Wherever I go around the world, I see the same hunger to live our lives with more meaning and purpose and less unnecessary stress and burnout. This is the goal of a new online course being offered by the University of Santa Monica, which I'm delighted we have arranged to offer free for HuffPost readers. Entitled "33 Days of Awakening Through Loyalty to Your Soul," the class is designed to teach us how to nurture a sense of well-being, joy, purpose and fulfillment. Of course, there are going to be challenges along the way, but as the course's founders, Drs. Ron and Mary Hulnick, show, there are ways in which many of these challenging moments can in fact strengthen and reaffirm our sense of purpose and well-being instead of taking us off-course.
Each day brings a new lesson with a different theme, along with a new skill or habit. One of my favorites is "Perception Checking" -- a way of managing to slow down a conversation so we can truly and meaningfully engage with another person rather than staying on the surface, half-distracted (or at least ready to be) by anything that moves, or beeps, or tweets. Another is practicing responsibility in choosing our commitments. This is one that really resonates with me, since I often have problems with how much I add to my to-do list. My habit of saying yes to too many things led me, when I turned 40, to do something of a "life audit," during which I realized how many projects I had half-committed to in my head -- such as learning German and becoming a good skier and learning to cook. (It's true: I can't cook. I sadly missed that gene from my Greek mother.) Most remained unfinished, and many were not even started. Yet these countless incomplete projects drained my energy and diffused my attention. It was very liberating to realize that I could "complete" a project by simply dropping it -- by just eliminating it from my to-do list.
On the flipside, I also learned how satisfying it is -- magical, even -- when we set our intentions on the goal of implementing a new habit for a certain period of time. We all aspire to have a richer experience in our day-to-day lives, but all too often we save what we really want for a later day -- a day that, too often, never comes. So the tools offered in the course that can help us commit to what we really want right now can be transforming.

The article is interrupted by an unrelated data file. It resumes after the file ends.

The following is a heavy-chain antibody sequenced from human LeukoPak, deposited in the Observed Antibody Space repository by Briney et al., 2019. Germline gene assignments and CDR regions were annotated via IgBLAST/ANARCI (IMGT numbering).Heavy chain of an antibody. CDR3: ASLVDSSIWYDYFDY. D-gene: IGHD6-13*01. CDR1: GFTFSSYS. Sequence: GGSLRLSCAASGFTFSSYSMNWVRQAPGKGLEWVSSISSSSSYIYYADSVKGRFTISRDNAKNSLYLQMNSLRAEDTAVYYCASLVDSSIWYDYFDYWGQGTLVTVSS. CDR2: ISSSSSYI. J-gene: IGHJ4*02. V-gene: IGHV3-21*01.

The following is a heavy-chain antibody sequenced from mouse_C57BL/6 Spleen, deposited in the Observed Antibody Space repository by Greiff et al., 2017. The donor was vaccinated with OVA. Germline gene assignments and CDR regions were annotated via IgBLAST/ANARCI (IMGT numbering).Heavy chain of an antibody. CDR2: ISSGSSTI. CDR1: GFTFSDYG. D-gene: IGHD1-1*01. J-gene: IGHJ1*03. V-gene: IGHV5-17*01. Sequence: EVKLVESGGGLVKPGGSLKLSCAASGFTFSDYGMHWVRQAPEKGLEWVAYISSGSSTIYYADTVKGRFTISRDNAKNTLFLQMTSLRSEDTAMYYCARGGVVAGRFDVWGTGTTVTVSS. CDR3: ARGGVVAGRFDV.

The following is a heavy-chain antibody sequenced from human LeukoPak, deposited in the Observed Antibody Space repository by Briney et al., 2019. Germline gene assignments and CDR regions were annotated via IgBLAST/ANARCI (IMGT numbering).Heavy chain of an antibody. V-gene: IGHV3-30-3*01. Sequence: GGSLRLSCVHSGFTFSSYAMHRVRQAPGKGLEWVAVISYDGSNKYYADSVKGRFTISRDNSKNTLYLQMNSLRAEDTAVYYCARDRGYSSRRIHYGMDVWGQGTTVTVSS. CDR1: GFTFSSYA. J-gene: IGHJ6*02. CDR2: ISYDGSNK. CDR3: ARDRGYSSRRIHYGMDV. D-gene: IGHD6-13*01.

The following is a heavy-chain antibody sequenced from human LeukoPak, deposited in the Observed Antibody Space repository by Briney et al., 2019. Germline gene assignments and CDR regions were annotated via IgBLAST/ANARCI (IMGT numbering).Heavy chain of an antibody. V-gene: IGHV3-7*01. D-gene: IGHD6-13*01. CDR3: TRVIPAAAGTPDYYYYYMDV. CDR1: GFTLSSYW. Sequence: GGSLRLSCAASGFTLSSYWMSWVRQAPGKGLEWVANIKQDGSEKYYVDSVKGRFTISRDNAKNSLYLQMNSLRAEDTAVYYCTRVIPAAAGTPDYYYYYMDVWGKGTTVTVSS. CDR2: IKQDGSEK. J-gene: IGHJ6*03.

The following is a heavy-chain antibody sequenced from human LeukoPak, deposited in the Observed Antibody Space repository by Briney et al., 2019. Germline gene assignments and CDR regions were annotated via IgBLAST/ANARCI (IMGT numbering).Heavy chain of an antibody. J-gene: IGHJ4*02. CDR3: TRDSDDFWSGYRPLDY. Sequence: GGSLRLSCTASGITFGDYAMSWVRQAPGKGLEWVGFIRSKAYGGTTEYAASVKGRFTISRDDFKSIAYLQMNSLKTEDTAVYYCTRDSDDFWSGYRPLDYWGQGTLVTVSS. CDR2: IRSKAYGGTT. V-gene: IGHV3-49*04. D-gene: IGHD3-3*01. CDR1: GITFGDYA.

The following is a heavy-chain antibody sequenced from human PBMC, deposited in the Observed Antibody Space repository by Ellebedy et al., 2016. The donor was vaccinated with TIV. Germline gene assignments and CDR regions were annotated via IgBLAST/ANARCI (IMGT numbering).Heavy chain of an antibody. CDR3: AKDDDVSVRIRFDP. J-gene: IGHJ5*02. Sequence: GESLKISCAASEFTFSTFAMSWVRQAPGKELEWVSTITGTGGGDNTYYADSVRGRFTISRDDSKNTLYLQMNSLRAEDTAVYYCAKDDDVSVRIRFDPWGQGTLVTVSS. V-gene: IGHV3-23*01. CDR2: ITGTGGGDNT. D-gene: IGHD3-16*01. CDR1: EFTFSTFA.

The University of Santa Monica course also has its own version of what I describe as the need to evict the obnoxious roommate in our heads, that critical voice most of us know so well that puts us down and amplifies our insecurities and doubts. Even our worst enemies don't talk about us the way we talk to ourselves. "Negative thoughts," the course teaches, "are a way of leaking your precious life energy." And by teaching us to deal with such thoughts, the course helps us evict that obnoxious roommate.
Nothing is more powerful in making this happen than creating a daily practice and reinforcing new habits. And what I love about "33 Days of Awakening" is that it's specifically designed to help us cultivate these habits so that we can view ourselves and the world with more awareness and more gratitude.
Each day's email has a theme: clarifying our intentions, accepting what we cannot change, putting our thoughts in writing to help us forgive ourselves and others, writing out a gratitude list, dropping grudges and -- my favorite -- realizing that the way we deal with the issue is the issue. Each day of the course guides us to set an intention based on that day's lesson, supported with meditations, videos, podcasts and other resources that help us go deeper on the day's theme. Ron and Mary, who have been dear friends of mine for many years, usher us through the course with their distinctive humor, fleshing out principles with stories from their own lives and from the lives of past students. Their message goes straight to the core of our collective hunger for meaning and purpose. Simple practices can be profound. When we incorporate these daily practices and techniques into our lives, it becomes possible to reconnect with ourselves, our loved ones and our communities. Information about the course, which begins Sept. 8, is here.